#PAGov: Allyson Schwartz Peaked in November 2013

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Unless about 75% of PA Democrats are sexist, the issue is really that there just was never much excitement about Allyson Schwartz’s campaign.

She never gave the electorate any real reason to be excited about her. She had a pretty blah Third Way voting record in the House, and wasn’t promising voters anything especially compelling compared to the other candidates.  That’s why Schwartz peaked in November 2013, way before the race even started for real. And that’s even being generous. If you incorporate her internal polling into this chart, her support peaked in early July.

This entry was posted in Elections, Governor.

15 Responses to #PAGov: Allyson Schwartz Peaked in November 2013

  1. Jason says:

    The chart doesn’t indicate when the polls were taken. There was clearly one at the end of November, and it doesn’t look like another one until the end of January or February – after Wolf’s ads started playing.

    Look, I personally like Wolf and will be wholeheartedly supporting him, but he bought the election. He could be the most progressive guy in America, but we need to get money out of politics and ensure that every candidate has a fair shot regardless of what’s in their bank account. Allyson might not have been the right candidate for the job, but I do respect the ground game she played.

    • Jon Geeting says:

      When the line kinks, that’s when a poll was taken. It’s not perfect, but this is also how Pollster represents their polls over time. You’re right that there was no poll between November and late January.

      There’s no getting money out of politics. You need to give challengers a floor. Ceiling strategies don’t work. The money will always find its way in. And limiting self-funders from using their own cash is especially problematic on free speech grounds, though I’m not sure you are arguing that.

      • James says:

        Sorry, money isn’t speech. That’s just a complete fallacy. There’s no constitutional problem with limiting self-funders. Furthermore, I don’t get why you think ceilings don’t work. You set limits, and if individuals or groups find ways around the limits, you just close the loopholes. If people break the rules, you punish them. What’s the problem here?

    • Jason
      Maybe you should read this Why did Tom Wolf win his overwhelming victory and why is he Tom Corbett’s worst-case Democratic nominee, a true electoral nightmare for the governor? Let’s first dismiss two, wrong explanations for Wolf’s triumph.

      Wolf did not win because the one-time front runner Congresswoman Schwartz “lost” the election that was supposedly hers to win, or because he had more money than any single opponent. Again, Wolf’s opponents cumulatively outspent him and, with the exception of Katie McGinty, ganged up against him in the last month of the campaign. Indeed, Congresswoman Schwartz and Treasurer McCord each spent around $8 million but got no electoral bang for their many (By John Hanger)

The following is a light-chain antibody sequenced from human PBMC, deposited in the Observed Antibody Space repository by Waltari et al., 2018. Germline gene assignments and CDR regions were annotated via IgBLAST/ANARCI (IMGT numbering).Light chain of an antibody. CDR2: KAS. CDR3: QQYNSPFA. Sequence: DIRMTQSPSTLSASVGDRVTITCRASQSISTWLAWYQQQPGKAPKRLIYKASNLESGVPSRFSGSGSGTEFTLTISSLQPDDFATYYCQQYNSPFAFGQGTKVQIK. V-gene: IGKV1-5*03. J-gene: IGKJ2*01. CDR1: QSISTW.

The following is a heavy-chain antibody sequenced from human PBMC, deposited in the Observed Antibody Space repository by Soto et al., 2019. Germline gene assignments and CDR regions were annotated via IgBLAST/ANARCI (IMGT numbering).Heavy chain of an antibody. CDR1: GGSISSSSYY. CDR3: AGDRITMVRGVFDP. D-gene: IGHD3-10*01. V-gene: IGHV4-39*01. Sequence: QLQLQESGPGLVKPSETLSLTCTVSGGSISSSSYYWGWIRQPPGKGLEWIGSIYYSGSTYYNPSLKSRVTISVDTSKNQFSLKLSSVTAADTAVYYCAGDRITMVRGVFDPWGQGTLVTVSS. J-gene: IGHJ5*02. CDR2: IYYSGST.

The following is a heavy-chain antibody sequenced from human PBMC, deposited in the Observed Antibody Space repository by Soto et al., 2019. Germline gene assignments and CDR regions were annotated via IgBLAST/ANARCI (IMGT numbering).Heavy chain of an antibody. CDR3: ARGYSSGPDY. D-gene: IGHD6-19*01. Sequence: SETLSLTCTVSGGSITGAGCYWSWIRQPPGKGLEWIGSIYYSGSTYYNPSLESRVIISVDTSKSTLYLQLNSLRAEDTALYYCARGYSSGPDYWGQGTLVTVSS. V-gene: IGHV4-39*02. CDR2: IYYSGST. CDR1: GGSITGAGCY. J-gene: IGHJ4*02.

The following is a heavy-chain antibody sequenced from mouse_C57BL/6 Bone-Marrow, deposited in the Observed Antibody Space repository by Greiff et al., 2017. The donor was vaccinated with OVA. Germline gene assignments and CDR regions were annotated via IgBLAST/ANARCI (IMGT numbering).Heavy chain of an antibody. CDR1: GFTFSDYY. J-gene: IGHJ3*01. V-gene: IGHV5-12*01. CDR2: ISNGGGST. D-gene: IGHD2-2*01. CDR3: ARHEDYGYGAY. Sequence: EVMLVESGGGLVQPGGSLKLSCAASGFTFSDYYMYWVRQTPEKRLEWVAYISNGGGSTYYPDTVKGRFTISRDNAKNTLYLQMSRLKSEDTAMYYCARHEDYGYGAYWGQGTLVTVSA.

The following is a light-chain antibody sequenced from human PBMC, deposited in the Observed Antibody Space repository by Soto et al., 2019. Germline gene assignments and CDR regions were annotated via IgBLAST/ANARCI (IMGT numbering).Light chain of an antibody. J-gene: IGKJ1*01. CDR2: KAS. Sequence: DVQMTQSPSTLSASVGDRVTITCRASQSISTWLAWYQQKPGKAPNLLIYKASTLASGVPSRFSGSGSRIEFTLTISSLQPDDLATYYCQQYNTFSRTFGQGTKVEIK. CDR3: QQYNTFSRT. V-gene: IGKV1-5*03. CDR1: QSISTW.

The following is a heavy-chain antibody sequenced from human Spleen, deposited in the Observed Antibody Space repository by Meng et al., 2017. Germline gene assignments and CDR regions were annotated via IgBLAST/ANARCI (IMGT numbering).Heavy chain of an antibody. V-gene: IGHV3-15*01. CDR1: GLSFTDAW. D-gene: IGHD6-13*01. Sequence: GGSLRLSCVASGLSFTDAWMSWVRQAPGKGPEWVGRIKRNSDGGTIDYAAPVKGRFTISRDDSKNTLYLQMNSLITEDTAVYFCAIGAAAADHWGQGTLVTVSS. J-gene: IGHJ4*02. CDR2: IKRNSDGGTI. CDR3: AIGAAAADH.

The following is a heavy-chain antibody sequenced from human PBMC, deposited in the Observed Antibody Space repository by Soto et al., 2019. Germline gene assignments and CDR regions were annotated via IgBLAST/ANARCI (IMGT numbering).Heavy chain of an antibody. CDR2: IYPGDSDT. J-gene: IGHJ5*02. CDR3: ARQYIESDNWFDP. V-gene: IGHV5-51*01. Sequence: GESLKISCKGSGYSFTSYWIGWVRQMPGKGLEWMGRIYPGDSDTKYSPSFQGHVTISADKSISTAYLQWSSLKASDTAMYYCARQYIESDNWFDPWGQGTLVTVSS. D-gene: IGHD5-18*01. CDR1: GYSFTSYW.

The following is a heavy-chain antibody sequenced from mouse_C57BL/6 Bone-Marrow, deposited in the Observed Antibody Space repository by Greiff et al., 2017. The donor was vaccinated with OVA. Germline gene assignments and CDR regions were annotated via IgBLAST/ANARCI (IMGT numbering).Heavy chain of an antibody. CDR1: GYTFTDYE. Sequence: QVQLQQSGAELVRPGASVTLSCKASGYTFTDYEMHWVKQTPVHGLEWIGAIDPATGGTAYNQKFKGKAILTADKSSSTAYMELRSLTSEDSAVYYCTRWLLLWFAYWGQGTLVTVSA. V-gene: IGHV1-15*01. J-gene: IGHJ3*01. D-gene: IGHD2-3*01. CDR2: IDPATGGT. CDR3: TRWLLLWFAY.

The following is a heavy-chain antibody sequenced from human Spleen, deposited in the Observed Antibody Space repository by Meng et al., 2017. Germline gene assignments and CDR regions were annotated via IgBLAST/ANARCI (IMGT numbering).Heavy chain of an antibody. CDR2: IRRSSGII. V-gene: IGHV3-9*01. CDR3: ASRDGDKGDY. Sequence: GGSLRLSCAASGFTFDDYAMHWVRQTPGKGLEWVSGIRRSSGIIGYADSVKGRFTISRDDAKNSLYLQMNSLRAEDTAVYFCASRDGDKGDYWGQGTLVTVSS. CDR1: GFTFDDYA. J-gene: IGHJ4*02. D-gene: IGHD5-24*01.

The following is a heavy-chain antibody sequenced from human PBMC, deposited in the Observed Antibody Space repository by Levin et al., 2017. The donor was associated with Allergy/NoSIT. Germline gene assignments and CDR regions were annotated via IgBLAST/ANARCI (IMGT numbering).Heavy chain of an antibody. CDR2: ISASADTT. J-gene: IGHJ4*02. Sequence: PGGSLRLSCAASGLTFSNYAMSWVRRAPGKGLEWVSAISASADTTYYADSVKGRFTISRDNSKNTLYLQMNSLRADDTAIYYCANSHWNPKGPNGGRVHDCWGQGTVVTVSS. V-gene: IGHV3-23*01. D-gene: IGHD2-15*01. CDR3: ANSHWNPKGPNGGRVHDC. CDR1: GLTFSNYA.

Allyson went negative in her ground game and it backfired and the voters of Pa.want positive change in the Commonwealth

    • Allyson might not have been the right candidate for the job, but I do respect the ground game she played.

      What was Schwartz’s ground game? She couldn’t even kick everyone’s butt on her home turf.

  2. Mike Craig says:

    I wish her well in the future, but your remarks are spot on.

  3. JebF says:

    Normally a big fan but very disappointed in this blog’s coverage of the primary – naive and simpleminded. That’s not to say a vote for Wolf was necessarily (or even likely) either of those things (indeed, I like him), but posts like this one are. To say that sexism played no role in Schwartz’s defeat because people failed to get excited about her is circular logic; it begs the question. Akin to saying it’s a lack of excitement about orange peels, not an unconscious preference for sweetness over bitterness, that makes people cast them in the trash after eating the fruit. Except in this case the unconscious preference is for male leaders, which is indefensible and unjustified.

    It’s possible to make a reasonable case that sexism, though present, was not determinative in this race. But that case was not made here.

    • Jon Geeting says:

      The problem with this argument is that there is no unconscious preference for male leaders. Women candidates win elections at about the same rate that men do *when they run.* The primary reason for the gender gap in political representation is that women are less likely to run in the first place.


      I’m allergic to Schwartz’s sexism excuse because I think it cheapens a very important conversation. If the conventional wisdom becomes that Schwartz lost because the PA electorate is too sexist for a woman to win statewide, that sends a really discouraging message to future women candidates: “don’t even try – you’re predetermined to lose.” It’s not true. Kathleen Kane won statewide. There was just something about Allyson Schwartz in particular that Democratic voters didn’t like.